Wouldn't you know it? For the first time in history, Nineveh did something right. Word of Jonah's message and word of the strange Hebrew prophet got around and the people repented of their sins. Jonah's one-sentence sermon might have got him an F in Homiletics but it got him an A in Prophecy. Even the king was moved by it. The king got up off of his throne, tore off his royal robes, slipped into some sackcloth, and sat in a pile of ashes. Nothing said repentance like sackcloth and ashes. The king decreed that all of Nineveh should repent and do as he did and that even the livestock should fast and wear sackcloth. More than one Ninevite had a story to tell and a couple of scars to show about how difficult it is to put sackcloth on a mean old bull, but they did what the king told them. "Who knows," said the king who was used to controlling things but knew he couldn't control this, "maybe God will turn from his anger and spare us after all."
Jonah's desires for Nineveh do not reflect God's mercy
Jonah was watching all of this from the hill. God was watching all of it from heaven. God, who takes no pleasure in the death of the wicked but would rather them turn to him and live, saw the repentance in Nineveh, heaved a sigh of relief, and cancelled their impending doom. It was a happy day in heaven. God smiled. Angels twirled and clapped and kicked up their heels in a jig of joy and praise to God.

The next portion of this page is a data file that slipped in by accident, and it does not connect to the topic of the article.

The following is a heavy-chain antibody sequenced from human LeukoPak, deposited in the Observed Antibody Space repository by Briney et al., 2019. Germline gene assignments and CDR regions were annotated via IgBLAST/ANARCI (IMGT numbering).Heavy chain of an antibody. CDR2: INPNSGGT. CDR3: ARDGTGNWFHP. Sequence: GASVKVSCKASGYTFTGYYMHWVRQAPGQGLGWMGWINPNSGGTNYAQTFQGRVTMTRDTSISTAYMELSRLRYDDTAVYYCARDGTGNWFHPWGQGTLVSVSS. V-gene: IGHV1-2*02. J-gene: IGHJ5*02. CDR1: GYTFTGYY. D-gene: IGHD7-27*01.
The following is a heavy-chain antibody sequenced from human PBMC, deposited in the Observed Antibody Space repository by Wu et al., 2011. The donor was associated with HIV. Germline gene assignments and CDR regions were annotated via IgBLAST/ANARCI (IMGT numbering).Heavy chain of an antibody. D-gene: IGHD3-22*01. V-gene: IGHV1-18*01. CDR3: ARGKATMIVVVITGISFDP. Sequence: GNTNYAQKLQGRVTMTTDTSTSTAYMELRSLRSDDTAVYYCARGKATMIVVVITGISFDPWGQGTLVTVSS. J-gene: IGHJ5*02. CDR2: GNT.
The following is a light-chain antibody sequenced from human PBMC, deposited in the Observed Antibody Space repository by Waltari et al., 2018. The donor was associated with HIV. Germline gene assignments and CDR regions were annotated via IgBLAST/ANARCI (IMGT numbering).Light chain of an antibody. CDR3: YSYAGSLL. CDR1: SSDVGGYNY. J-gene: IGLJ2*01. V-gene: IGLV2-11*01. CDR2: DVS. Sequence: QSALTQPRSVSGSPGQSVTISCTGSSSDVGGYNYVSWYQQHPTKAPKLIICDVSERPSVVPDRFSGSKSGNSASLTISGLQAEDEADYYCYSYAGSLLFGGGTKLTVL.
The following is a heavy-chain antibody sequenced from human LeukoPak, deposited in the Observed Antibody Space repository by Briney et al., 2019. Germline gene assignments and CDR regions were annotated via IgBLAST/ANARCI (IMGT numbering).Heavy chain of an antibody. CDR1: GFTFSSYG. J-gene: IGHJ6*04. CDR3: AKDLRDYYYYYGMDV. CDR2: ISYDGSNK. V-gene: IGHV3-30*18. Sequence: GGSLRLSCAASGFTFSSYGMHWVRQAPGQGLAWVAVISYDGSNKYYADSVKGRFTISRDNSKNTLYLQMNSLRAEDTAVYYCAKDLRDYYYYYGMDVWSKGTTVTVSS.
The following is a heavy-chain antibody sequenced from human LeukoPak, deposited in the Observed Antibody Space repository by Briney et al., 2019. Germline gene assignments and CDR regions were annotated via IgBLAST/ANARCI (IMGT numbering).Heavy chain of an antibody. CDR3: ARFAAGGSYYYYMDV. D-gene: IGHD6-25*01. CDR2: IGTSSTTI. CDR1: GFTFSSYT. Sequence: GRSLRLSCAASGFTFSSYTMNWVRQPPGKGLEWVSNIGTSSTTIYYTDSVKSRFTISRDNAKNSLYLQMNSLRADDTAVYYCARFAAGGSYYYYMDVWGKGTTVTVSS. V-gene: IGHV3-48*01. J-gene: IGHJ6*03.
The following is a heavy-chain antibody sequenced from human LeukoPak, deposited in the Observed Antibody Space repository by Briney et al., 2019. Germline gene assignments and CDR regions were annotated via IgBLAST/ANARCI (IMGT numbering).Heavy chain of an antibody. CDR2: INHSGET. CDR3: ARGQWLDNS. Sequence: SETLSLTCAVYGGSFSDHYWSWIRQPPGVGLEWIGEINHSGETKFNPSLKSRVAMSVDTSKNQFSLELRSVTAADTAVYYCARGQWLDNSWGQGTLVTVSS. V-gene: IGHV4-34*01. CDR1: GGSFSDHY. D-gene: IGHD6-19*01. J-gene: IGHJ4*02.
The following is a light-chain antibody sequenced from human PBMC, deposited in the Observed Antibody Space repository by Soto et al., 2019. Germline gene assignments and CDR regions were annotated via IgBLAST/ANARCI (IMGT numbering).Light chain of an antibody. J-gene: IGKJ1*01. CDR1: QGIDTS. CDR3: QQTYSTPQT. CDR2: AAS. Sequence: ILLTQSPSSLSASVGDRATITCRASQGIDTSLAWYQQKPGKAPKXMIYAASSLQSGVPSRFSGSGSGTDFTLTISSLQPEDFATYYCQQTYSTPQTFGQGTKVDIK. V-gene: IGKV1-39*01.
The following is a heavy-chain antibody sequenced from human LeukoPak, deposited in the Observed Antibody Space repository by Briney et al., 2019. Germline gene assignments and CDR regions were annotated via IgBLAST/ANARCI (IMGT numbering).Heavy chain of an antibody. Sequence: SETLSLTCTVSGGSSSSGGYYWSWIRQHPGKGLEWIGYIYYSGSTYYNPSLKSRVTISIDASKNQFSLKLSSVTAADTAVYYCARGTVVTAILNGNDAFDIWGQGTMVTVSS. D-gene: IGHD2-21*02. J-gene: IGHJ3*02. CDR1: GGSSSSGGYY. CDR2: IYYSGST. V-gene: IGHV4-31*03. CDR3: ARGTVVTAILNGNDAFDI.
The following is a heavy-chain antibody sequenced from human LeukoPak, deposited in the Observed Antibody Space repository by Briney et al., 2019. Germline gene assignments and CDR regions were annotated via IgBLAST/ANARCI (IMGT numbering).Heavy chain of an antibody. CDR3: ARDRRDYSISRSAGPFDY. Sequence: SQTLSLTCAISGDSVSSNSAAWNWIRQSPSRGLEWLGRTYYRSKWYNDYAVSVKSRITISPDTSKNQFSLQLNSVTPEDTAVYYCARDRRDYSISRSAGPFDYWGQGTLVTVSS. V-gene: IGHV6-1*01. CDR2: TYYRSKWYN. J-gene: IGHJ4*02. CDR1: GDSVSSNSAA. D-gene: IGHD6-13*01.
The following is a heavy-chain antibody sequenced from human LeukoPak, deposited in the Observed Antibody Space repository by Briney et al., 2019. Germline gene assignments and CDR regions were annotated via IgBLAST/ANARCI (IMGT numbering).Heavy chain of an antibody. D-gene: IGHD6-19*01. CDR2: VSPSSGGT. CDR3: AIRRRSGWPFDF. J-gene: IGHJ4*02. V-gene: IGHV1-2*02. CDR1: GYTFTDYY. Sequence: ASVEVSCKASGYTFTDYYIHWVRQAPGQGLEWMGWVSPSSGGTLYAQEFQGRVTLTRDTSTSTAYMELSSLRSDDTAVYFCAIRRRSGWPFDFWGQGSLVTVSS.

But Jonah did not rejoice. Jonah didn't smile. He didn't clap. He didn't kick up his heels; he dug them in, got mad, and sulked. "I knew it," Jonah said to God. "I just knew it. This is why I didn't want to come here in the first place. I know you, God. I know how you are. I know how you operate. It takes a lot to make you mad; you're full of mercy and love, and you would rather save people than destroy them. Now you've done it again and for the Ninevites no less—the Ninevites."
Jonah believed the only good Ninevite was a dead Ninevite, so he sulked and he moped and he felt sorry for himself. But God loved Jonah too. God even caused a plant to grow up and shade Jonah from the harsh sun and the scorching desert wind. Jonah liked the plant. He smiled for the first time in days. The next day God sent a worm to eat the plant and leave Jonah in the wind and sun again.
"Just kill me, now," Jonah said to God. "I'd be a lot better off dead."
God pretty much ignored Jonah's words and changed the subject. "Do you think you're right to be angry about the plant?"
"Yes!" said Jonah. Jonah tried to change the subject back: "Angry enough to die. Would you please just put me out of my misery?"